• National Geographic for “In the Shadow of Wounded Knee,” by Alexandra Fuller; photographs by Aaron Huey; August
  • New York for “What We Saw When The Lights Went Out,” by John Homans; photographs by Iwan Baan, Pari Dukovic, Christopher Griffith, Casey Kelbaugh, Jeff Chien-Hsing Liao, Joseph Michael Lopez, Gus Powell, Joseph Rodriguez and Peter Yang; November 12
  • W for “Good Kate, Bad Kate,” by Will Self; photographs by Steven Klein; March


  • Backpacker for “The Survival Issue,” October
  • Bloomberg Businessweek for “Election Issue,” October 15-21
  • Fast Company for “The World’s 50 Most Innovative Companies,” March
  • Saveur for “The Mexico Issue,” August/September
  • Sports Illustrated for “Olympic Preview,” July 23


  • Bon Appétit for “Starters”
  • Esquire for “Man at His Best”
  • GQ for “The Punch List”
  • HGTV Magazine for “Help Wanted”
  • New York for “Strategist”



  • Bon Appétit for “The Incredible Egg,” by Carla Lalli Music, April
  • ESPN The Magazine for “Fantasy Football,” August 6
  • Golf Digest for “Masters Preview,” April
  • Los Angeles for “The Food Lover’s Guide to L.A.,” edited by Lesley Bargar Suter; November
  • Wired for “How to Be a Geek Dad,” June

Afar; The Atlantic; Golf Digest; National Geographic; Scientific American

Bloomberg Businessweek; Bon Appétit; Esquire; Money; National Geographic




  • The Atlantic for “The Writing Revolution,” by Peg Tyre; October
  • Consumer Reports for “Arsenic in Your Juice,” January, and “Arsenic in Your Food,” November, by Andrea Rock
  • The New Yorker for “The Throwaways,” by Sarah Stillman; September 3
  • Rolling Stone for “School of Hate,” by Sabrina Rubin Erdely; February 16
  • Texas Monthly for “Mothers, Daughters, Sisters, Wives,” by Mimi Swartz; August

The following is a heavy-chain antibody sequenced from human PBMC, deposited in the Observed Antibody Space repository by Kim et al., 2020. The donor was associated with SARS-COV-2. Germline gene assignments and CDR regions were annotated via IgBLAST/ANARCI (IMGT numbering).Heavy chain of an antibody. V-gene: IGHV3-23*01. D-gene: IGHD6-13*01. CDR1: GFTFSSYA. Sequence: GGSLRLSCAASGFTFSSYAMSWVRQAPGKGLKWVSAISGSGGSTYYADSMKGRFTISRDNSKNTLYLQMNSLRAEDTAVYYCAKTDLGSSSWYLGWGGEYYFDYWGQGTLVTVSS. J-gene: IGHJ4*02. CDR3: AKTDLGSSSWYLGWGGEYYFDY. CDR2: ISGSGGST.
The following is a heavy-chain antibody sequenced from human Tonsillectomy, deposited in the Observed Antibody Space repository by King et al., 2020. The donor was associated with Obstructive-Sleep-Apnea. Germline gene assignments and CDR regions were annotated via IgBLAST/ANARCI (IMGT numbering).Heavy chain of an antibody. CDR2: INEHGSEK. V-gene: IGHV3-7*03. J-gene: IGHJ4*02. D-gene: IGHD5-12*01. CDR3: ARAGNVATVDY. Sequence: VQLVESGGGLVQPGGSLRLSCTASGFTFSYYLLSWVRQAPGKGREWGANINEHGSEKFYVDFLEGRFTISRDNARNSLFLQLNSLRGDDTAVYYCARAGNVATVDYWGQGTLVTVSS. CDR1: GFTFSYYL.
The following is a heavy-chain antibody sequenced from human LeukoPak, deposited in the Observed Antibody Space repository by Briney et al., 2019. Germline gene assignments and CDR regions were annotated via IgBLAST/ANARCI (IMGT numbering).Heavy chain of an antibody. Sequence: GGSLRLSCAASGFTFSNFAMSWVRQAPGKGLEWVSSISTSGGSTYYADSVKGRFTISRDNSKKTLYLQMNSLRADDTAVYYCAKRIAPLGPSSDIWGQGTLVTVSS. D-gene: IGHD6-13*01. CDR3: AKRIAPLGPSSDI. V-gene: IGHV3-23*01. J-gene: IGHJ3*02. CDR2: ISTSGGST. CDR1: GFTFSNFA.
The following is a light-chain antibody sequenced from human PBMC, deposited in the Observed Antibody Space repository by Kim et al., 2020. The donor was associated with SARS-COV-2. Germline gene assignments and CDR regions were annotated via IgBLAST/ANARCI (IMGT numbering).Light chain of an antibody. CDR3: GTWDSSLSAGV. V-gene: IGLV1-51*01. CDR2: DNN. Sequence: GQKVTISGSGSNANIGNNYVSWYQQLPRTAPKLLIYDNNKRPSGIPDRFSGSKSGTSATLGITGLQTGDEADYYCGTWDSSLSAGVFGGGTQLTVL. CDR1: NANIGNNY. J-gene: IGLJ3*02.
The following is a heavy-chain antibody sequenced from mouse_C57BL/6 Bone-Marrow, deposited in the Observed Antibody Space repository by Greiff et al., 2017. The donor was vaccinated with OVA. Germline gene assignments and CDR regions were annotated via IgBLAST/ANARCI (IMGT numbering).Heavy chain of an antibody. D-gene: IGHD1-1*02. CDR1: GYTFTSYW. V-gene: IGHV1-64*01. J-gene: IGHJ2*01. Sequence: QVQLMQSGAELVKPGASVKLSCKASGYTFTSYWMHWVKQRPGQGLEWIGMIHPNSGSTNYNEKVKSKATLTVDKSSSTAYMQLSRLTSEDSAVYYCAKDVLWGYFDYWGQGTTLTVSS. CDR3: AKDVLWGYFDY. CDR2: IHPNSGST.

• Chicago for “Lawbreakers, Lawmakers,” by David Bernstein and Noah Isackson; January
  • GQ for “18 Tigers, 17 Lions, 8 Bears, 3 Cougars, 2 Wolves, 1 Baboon, 1 Macaque and 1 Man Dead in Ohio,” by Chris Heath; March
  • Harper’s Magazine for “All Politics Is Local: Election Night in Peru’s Largest Prison,” by Daniel Alarcón; February
  • The New York Times Magazine for “Did You Think About the Six People You Executed?” by Robert F. Worth; May 13
  • The New Yorker for “The Implosion,” February 27, and “The War Within,” August 27, by Jon Lee Anderson
  • Texas Monthly for “Hannah and Andrew,” by Pamela Colloff; January
  • The Texas Observer for “Valley of Death,” by Melissa del Bosque; March


  • Byliner for “The Living and the Dead,” by Brian Mockenhaupt; October
  • GQ for “The Blind Faith of the One-Eyed Matador,” by Karen Russell; October
  • GQ for “Burning Man,” by Jay Kirk; February
  • Mother Jones for “Shelf Lives,” by Mac McClelland; March/April
  • The New Yorker for “Atonement,” by Dexter Filkins; October 29 & November 5
  • Texas Monthly for “The Innocent Man: Part I,” November, and “The Innocent Man: Part II,” December, by Pamela Colloff
  • Wired for “Inside the Mansion—and the Mind—of Kim Dotcom, the Most Wanted Man on the Internet,” by Charles Graeber; November


  • The Atlantic for “Fear of a Black President,” by Ta-Nehisi Coates; September
  • Foreign Policy for “Why Do They Hate Us?” by Mona Eltahawy; May/June
  • New York for “A Life Worth Ending,” by Michael Wolff; May 28
  • The New Yorker for “Over the Wall,” by Roger Angell; November 19
  • Orion for “State of the Species,” by Charles C. Mann; November/December


  • Elle for three columns by Daphne Merkin: “Portrait of a Lady,” March; “Social Animal,” May; and “We’re All Helmut Newton Now,” October
  • The Nation for three columns by Katha Pollitt: “Protect Pregnant Women: Free Bei Bei Shuai,” March 26; “Ann Romney, Working Woman?” May 7; and “Blasphemy Is Good for You,” October 15
  • New York for three columns by Frank Rich: “Who in God’s Name Is Mitt Romney?” February 6; “Mayberry R.I.P.,” July 30; and “Nora’s Secret,” August 27-September 3
  • The New York Times Magazine for three columns by Adam Davidson: “It Ain’t Just Pickles,” February 19; “The $200,000-Nanny Club,” March 25; and “Caymans, Here We Come,” July 29
  • Slate for three columns by Dahlia Lithwick: “It’s Not About the Law, Stupid,” March 22; “The Supreme Court’s Dark Vision of Freedom,” March 27; and “Where Is the Liberal Outrage?” July 6


  • Byliner for “The Boy Vanishes,” by Jennifer Haigh; July
  • Harper’s Magazine for “Batman and Robin Have an Altercation,” by Stephen King; September
  • Harper’s Magazine for “Train,” by Alice Munro; April
  • McSweeney’s Quarterly for “River Camp,” by Thomas McGuane; September
  • The Paris Review for “Housebreaking,” by Sarah Frisch; December